How often should fire safety equipment be checked?

Employers have a legal responsibility to ensure the safety of their staff. Depending on the size of company premises, this may involve installing fire safety equipment. But the responsibility does not end there – once installed, all equipment and escape routes must be regularly checked, tested and maintained to ensure that staff and property are adequately protected should a fire break out.

So who is responsible for checking equipment, and how often should it be done?

Under the Regulatory Reform (Fire Safety) Order 2005, in any non-domestic premises a 'Responsible Person' (RP) must be identified, and it is the duty of this person to ensure that fire safety standards are met. The RP is usually an employer, landlord, building manager or managing agent, but in a building such as a school, this may be the head teacher or a governor. Once the RP has arranged for a fire risk assessment to be carried out, appropriate fire safety measures must then be put in place. These are likely to include:​

importance of maintaining fire safety equipment

  • Fire detection and warning systems. Depending on the size of the premises, these might include smoke alarms and fire alarm systems
  • Fire fighting equipment, such as fire extinguishers or fire suppression systems
  • Fire doors
  • Emergency lighting

Again, depending on the size of the building, the RP should appoint fire wardens (also known as fire marshals), whose jobs include checking equipment and ensuring it is well maintained.

Fire safety maintenance – your guide to timescales

Every non-domestic premises will have its own requirements depending on the size and layout of the building and the number of people inside. However, as a general guide we recommend the following checks should be carried out:

  • Daily: RPs or wardens should check that all escape routes are kept clear; that fire doors open easily; and that there are no fire hazards such as visibly faulty electrical equipment, or flammable materials left close to a heat source.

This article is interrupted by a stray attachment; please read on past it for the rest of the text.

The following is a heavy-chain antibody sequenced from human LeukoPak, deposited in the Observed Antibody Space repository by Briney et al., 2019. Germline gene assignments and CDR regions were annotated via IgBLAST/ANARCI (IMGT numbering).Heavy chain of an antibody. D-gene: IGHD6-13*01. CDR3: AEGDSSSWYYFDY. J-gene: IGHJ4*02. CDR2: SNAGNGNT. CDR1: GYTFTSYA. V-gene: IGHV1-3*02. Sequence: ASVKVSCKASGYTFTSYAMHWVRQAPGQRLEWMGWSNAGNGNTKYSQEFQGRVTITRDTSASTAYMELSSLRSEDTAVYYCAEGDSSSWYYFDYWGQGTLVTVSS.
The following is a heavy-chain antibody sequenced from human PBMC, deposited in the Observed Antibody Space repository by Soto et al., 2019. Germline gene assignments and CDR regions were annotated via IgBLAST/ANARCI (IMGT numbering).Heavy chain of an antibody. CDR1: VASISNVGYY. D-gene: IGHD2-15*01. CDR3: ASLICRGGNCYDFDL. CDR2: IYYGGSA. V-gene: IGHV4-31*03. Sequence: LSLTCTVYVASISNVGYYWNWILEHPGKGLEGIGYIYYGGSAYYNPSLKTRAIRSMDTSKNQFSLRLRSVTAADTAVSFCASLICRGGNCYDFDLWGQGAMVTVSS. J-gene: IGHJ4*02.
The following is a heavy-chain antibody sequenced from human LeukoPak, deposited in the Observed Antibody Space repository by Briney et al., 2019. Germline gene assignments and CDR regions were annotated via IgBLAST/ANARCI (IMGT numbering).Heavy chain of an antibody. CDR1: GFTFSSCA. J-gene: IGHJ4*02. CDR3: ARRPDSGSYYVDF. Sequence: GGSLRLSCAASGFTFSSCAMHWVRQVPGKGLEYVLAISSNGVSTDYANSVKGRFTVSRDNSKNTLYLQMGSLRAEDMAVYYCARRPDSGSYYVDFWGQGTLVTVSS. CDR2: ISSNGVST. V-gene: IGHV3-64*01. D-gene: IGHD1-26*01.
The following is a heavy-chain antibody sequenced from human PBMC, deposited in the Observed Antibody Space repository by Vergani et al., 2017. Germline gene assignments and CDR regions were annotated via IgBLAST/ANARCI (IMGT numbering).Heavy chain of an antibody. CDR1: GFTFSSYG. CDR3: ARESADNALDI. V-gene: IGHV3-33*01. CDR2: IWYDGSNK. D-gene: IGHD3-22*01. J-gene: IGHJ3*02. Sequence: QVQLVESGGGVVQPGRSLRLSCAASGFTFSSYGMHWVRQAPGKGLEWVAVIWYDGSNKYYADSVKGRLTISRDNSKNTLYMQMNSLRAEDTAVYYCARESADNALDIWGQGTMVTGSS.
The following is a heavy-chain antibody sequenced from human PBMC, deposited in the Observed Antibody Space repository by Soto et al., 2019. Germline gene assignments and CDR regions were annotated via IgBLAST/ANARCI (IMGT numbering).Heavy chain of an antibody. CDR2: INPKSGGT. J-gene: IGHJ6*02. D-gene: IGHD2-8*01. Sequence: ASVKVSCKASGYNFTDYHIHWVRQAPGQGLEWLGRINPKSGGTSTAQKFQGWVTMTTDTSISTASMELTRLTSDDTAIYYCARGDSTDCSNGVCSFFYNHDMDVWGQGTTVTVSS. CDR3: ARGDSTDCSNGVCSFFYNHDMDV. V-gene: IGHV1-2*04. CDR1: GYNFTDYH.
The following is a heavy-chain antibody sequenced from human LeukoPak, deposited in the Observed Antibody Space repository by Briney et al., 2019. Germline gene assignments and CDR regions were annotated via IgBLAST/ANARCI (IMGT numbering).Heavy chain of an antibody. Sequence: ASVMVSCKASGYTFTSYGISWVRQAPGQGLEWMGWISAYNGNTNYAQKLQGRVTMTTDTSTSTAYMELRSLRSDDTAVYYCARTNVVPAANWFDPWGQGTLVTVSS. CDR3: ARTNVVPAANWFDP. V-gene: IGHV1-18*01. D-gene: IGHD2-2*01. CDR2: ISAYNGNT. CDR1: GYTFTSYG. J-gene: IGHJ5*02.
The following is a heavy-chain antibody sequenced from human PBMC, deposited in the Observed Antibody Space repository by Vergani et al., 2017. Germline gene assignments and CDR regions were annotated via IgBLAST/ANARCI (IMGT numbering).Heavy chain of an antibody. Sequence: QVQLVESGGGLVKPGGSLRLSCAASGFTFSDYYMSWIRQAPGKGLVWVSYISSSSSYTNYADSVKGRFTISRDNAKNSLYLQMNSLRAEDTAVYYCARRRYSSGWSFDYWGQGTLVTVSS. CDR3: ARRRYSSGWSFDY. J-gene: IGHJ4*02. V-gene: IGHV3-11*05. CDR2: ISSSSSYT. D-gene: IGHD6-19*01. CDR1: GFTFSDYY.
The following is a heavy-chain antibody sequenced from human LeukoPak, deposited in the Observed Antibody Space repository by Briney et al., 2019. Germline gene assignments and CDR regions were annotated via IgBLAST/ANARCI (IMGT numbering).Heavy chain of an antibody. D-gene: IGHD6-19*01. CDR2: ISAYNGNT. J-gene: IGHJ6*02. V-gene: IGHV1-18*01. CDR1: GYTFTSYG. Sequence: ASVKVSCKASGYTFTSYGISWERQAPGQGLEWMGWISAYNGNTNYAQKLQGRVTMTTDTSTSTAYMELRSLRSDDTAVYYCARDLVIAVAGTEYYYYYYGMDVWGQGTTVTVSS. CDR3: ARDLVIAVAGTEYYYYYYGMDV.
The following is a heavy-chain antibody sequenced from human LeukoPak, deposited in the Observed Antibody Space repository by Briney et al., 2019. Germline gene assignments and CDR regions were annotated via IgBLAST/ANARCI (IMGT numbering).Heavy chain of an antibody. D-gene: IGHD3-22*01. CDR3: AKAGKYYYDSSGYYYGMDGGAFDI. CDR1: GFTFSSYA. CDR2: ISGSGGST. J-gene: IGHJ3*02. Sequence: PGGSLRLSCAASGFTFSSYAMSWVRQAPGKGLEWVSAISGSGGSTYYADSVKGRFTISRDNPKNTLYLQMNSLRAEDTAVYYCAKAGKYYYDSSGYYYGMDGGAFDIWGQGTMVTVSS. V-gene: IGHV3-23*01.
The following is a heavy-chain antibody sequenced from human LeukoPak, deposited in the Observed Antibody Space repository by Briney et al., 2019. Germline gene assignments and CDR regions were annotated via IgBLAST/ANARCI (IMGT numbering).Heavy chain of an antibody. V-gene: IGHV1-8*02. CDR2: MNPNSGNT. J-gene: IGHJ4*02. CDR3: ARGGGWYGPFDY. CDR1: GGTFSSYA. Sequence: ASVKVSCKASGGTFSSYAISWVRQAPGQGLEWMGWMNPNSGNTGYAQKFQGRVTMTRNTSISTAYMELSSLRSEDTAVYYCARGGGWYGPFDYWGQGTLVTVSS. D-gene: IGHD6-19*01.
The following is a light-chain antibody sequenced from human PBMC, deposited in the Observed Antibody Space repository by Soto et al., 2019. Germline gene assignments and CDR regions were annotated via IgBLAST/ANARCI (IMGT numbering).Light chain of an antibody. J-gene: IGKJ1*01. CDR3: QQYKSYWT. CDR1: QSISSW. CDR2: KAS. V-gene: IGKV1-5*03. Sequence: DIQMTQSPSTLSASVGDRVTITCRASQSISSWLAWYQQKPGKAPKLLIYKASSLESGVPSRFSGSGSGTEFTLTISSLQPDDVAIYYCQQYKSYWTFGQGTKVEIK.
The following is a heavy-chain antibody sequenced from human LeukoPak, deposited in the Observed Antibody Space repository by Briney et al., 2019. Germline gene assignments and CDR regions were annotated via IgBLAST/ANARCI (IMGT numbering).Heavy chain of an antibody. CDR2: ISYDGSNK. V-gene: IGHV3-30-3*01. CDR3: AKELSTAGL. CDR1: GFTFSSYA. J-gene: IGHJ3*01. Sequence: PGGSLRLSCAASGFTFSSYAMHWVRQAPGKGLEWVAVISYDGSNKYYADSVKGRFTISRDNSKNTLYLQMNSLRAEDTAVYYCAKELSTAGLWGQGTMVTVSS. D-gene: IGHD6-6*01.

• Weekly: Test fire alarms to ensure the mechanisms are working correctly
  • Six monthly: Safety standard BS5839 recommends that fire alarm systems are inspected by a 'competent person' at least every six months, a standard which the UK government follows. A competent person is generally recognised as an engineer from a fire alarm service organisation such as Allsaved, whose work can be backed up by third-party certification.
  • Annually: All fire extinguishers should receive a basic service every 12 months, to pick up on any problems and ultimately to ensure that the extinguisher has a long and reliable life. Fire suppression systems also need regular servicing – timings will vary depending on specific products and the environments in which they're stored.
  • Five years: Most fire extinguishers should have an extended service after five years. This will involve completely discharging the extinguisher, checking for internal corrosion, refilling and repressurising.

Keep a careful record of fire safety checks

Crucially, it's important to log each test to ensure you have an audit trail of fire safety checks. Should an incident occur, you'll then be able to prove to police or fire authorities that you have taken your responsibilities seriously.

You could use a physical log book, but for enhanced security and efficiency a digital log is a good idea. Speak to us about our fire safety risk assessment and inspection apps!  

Here at Allsaved, we work tirelessly to achieve the highest levels of compliance with fire safety regulations, while always ensuring a cost effective service for our clients. If you'd like further advice on any aspect of fire safety, please don't hesitate to get in touch.